Professor of International Relations at the University of the Witwatersrand in Johannesburg, John Stremlau, has described the International Court of Justice’s (ICJ) ruling in South Africa’s case against Israel as a huge moral and diplomatic victory for the country.
On Friday, the court ordered Israel to take all measures within its power to prevent acts of genocide in the Gaza Strip after South Africa petitioned it for an immediate ceasefire, saying that Israel was violating the UN Convention on Genocide with its continuous bombardment of the Palestinian territory.
South Africa believes Israel has shown genocidal intent in Gaza.
Stremlau says the court calling for action to protect civilian lives is historic and South Africa need to be celebrated for it.
He says South Africa’s presentation at the ICJ was well put together and plausible, adding that there are parallels between the apartheid that South Africa went through and what the Palestinians are experiencing.
Professor Stremlau says he doesn’t understand why Ugandan judge, Julia Sebutinde, dissented, however, adding that her vote(s) was insignificant in this case.
Ugandan judge Julia Sebutinde voted against all the provisional measures South Africa sought against Israel.
She is the first African woman to sit on the ICJ pic.twitter.com/AMDo9FDSzr
— Larry Madowo (@LarryMadowo) January 26, 2024
He says having the majority judges vote together should be a source of pride for South Africa.
Professor Stremlau says Israel must now put the court’s measures to action.
Stremlau is also of the view that South Africa also did the US a huge favour, as the country couldn’t speak out since it is known to be Israel’s staunch ally.
Like International Relations Minister, Naledi Pandor, Professor Stremlau says although he had hoped for a ceasefire, the provisional measures pronounced are sufficient.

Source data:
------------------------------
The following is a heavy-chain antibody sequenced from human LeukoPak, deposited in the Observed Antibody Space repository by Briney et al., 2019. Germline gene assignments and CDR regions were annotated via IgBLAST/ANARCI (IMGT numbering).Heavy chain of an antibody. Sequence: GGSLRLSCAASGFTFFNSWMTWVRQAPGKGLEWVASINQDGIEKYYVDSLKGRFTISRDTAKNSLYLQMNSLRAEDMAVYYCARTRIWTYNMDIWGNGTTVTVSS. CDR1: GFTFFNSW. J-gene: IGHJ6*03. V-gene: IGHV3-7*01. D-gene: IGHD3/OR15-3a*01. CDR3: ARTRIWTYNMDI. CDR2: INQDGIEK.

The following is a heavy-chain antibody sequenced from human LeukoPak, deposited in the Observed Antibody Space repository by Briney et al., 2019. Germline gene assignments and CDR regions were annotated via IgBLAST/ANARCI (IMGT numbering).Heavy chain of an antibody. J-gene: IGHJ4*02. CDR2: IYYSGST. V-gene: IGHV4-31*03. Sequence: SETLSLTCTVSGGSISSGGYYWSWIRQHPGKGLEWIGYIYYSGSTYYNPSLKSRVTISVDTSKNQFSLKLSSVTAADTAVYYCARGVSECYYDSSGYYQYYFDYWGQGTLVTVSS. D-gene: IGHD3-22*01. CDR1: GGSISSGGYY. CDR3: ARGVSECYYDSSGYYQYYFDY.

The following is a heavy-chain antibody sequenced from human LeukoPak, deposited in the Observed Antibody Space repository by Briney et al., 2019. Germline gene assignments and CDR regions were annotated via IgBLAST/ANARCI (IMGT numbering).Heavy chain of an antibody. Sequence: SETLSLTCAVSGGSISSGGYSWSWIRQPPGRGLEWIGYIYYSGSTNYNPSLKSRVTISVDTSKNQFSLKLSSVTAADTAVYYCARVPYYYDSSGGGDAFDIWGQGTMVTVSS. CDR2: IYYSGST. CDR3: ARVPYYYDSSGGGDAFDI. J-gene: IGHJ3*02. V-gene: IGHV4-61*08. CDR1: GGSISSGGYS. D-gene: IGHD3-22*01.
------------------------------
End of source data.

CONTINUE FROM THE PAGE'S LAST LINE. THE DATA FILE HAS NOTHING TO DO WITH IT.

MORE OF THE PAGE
Prima facie case
Handing down the ruling on Friday, ICJ President, Judge Joan Donoghue, said the court found a prima facie case of genocide against Israel and the ICJ has jurisdiction to hear the case.
Among its six provisional measures, it ordered Israel to immediately allow for emergency relief for civilians in the Gaza Strip and for Hamas to release all hostages.
The ICJ also expressed concern over the loss of life and human suffering in the Palestinian territory.
‘SA not anti-Semitic’
In his weekly newsletter on Monday, President Cyril Ramaphosa rejected claims that South Africa’s lawsuit against Israel was anti-Semitic and an attempt to diminish the enormity of the Holocaust.
“On the contrary, it is the experience by humanity of the Holocaust and other acts of genocide that motivates our efforts to prevent anything of this nature from happening again,” he said.
The President says South Africa could not afford to turn a blind eye to the killing of thousands of Palestinians in the Gaza Strip.
“As government we have been consistent about the application of international law. We have been equally consistent in condemning the atrocities committed by Hamas against Israeli civilians on 7 October 2023 and in calling for the release of hostages still being held in Gaza. Yet, as we argued in our case before the ICJ, this attack on civilians in Israel cannot justify the subsequent acts committed by the Israeli military against the residents of Gaza.”
“This court application is about the Palestinian people; their suffering, the deprivation of their rights, and the denial of their right to self-determination. Yet, in bringing this application we are seeking to reinforce, protect and advance the rights of all people at all times.” Ramaphosa said.
As a nation that fought and defeated apartheid, we have a particular obligation to stand up for justice and fundamental human rights for all people, everywhere. It is this obligation that informed our application to the International Court of Justice (ICJ) to halt the violence… pic.twitter.com/syH6BvlJeL
— Cyril Ramaphosa 🇿🇦 (@CyrilRamaphosa) January 29, 2024
More than 26 000 Palestinians, mostly women and children, have been reportedly killed in the Gaza Strip since Israel began its retaliatory attacks on Hamas in October.
Written by: Nonhlanhla Harris